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Giants are team to beat in NFC East

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Recent posts by Eric Edholm

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Posted Dec. 05, 2011 @ 4:08 p.m. ET
By Eric Edholm

Despite losing four games in a row, the Giants, not the Cowboys, appear to be the most balanced and dangerous team in the NFC East race right now. Balance might appear to be a funny choice of words, given the team's defensive problems of late and their 32nd ranking running the ball.

However, Sunday's loss to the Packers showed that the Giants have the firepower to battle the NFC heavyweights in the playoffs and to march into Dallas next week and make a claim for the division title.

The PFW Spin

On the surface, the Giants have lost four in a row and appear to be in playoff peril at 6-6. But the rest of the division has done the Giants a favor — including the giant Cowboys slip-up in Arizona on Sunday — by playing mediocre football. Now only a game down heading into the Cowboys game in Dallas in Week 14, the Giants can get into a tie for first place. If they play the way they did in Week 13, matching the Packers blow for blow, the Giants most certainly can run the table.

"We played hard and did a lot of good things but we didn't win," Giants head coach Tom Coughlin said. "There is no hanging your head. It is a tough business and you have to do the things you have to do to win the game."

The connections to the Giants' last battle with an unbeaten team this late in the season is obvious. The Giants knew in 2007 that they could match up with the vaunted Patriots, and that confidence buoyed them through a string of upsets in the playoffs. As then-Giants QB coach Chris Palmer (now the Titans' offensive coordinator) told PFW last week, "In December (the assistant coaches) were brushing up our résumés. We thought it was a one-year thing. Two months later we were champs. Tom (Coughlin) made us believe we could win it all."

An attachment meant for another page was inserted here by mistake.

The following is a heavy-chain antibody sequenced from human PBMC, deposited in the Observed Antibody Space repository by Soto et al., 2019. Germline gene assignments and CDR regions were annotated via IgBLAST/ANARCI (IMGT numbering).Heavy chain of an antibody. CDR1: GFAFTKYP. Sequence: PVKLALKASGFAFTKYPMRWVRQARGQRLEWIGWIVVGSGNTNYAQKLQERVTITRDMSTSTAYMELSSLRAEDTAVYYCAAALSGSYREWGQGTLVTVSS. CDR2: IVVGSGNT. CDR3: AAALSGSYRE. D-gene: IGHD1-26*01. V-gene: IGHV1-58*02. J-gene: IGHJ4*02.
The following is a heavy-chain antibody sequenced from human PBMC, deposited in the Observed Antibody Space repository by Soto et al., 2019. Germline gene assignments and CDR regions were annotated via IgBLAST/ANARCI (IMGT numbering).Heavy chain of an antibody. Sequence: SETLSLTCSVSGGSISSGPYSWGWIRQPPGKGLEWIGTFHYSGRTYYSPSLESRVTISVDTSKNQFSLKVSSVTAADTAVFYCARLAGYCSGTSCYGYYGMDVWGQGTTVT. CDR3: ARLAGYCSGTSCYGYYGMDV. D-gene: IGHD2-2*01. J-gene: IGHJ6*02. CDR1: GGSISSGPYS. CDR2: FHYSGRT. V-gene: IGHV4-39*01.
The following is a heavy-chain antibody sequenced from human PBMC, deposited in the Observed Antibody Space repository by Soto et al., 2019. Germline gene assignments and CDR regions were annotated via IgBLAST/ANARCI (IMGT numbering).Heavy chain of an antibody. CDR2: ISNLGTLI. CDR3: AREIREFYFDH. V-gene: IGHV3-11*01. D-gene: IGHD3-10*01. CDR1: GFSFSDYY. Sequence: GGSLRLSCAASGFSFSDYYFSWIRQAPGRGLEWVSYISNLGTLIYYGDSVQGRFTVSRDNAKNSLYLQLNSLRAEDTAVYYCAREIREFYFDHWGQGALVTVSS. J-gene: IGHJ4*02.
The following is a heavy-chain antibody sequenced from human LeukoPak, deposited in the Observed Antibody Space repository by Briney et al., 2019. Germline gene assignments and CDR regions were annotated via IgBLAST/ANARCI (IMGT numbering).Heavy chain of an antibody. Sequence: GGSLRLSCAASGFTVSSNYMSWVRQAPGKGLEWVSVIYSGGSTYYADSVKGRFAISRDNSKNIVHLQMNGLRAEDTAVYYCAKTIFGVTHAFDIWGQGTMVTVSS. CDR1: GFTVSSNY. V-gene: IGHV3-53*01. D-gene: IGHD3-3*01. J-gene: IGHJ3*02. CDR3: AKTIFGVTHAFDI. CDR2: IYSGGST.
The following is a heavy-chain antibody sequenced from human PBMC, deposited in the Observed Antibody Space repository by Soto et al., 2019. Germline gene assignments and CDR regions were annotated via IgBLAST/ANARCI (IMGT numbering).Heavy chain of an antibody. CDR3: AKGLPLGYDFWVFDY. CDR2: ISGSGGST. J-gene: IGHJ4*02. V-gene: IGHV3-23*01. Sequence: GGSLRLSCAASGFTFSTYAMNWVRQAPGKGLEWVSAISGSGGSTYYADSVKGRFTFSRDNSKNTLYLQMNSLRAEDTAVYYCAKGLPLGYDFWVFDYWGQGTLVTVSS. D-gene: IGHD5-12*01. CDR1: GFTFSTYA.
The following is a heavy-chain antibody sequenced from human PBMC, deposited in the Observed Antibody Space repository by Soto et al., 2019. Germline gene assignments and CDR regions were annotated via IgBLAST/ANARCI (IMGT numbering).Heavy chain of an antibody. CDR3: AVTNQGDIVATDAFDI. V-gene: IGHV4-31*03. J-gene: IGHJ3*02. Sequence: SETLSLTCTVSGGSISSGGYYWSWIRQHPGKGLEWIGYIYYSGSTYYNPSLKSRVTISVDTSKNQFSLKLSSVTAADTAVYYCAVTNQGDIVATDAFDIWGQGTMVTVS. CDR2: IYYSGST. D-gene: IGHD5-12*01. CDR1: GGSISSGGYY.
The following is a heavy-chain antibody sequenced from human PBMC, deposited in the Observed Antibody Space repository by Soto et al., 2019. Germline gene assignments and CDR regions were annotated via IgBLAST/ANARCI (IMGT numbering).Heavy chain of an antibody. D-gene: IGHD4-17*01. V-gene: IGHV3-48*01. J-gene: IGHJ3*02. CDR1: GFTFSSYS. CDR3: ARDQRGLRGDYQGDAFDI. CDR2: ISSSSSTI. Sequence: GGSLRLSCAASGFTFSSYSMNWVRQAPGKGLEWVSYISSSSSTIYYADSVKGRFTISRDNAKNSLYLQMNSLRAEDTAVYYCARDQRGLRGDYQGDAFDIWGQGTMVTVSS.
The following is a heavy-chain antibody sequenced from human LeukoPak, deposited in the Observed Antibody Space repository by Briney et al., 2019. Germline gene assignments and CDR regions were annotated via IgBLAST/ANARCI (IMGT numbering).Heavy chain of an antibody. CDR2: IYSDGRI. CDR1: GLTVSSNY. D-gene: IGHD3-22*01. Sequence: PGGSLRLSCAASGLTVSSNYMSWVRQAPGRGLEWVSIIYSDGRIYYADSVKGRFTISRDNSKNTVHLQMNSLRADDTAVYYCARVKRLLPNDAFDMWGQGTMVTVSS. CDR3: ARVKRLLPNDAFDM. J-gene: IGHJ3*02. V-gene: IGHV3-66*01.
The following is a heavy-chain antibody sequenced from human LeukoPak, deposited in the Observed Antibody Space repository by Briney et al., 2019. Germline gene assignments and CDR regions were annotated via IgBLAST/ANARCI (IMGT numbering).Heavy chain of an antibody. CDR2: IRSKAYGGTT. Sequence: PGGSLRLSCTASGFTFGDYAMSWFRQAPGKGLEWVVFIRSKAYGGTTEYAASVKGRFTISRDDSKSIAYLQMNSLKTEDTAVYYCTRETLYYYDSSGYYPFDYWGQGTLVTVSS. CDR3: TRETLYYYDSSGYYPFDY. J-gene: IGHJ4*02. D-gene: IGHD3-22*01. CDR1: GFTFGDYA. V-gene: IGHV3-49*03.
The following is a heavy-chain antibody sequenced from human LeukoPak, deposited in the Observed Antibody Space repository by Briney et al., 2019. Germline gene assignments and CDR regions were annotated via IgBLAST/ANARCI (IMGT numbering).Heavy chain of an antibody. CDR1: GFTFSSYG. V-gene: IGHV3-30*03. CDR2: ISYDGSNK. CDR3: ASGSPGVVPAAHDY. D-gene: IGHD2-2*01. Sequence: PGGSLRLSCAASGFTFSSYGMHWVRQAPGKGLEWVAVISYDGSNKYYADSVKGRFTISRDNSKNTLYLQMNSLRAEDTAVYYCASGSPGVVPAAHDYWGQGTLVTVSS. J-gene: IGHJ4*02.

In fact, it was Coughlin's finest coaching job, and he still might have similar tricks up his sleeve for this playoff run. There is plenty to manage, however, with an offensive line in flux, a shaky CB situation with Prince Amukamara (with three weeks' practice time) and Will Blackmon (signed off the street last week) rotating and playing heavy roles and a pass rush that alternates between hot and cold with injuries and ineffectiveness playing roles to that end.

What has remained constant has been the excellent play of QB Eli Manning. Amid all the trouble running the ball and faulty protection, Manning has had his most consistent and explosive season to date. He has helped turn Victor Cruz into a bona fide No. 1 option much in the way Manning previously fed Steve Smith, who now languishes on the Eagles' bench. Manning also has had faith in previously trivial TE Jake Ballard and opened Sunday's scoring fest with a bomb to Travis Beckum, the lost man in the equation this season, for a career-long (by 38 yards) 67-yard reception and tone-setting TD catch.

It's the mark of great quarterbacking to adapt to adversity, much in the way that Packers QB Aaron Rodgers continued to target receivers who dropped passes Sunday (as well as he did in Super Bowl XLV), and Manning has done it all season long. He has shown fourth-quarter heroism, and though Manning hasn't been able to finish them all off perfectly, close losses to the 49ers in San Francisco and to the unbeaten Packers have shown that the Giants are not to be trifled with. They are to be feared down the stretch, just like in 2007.

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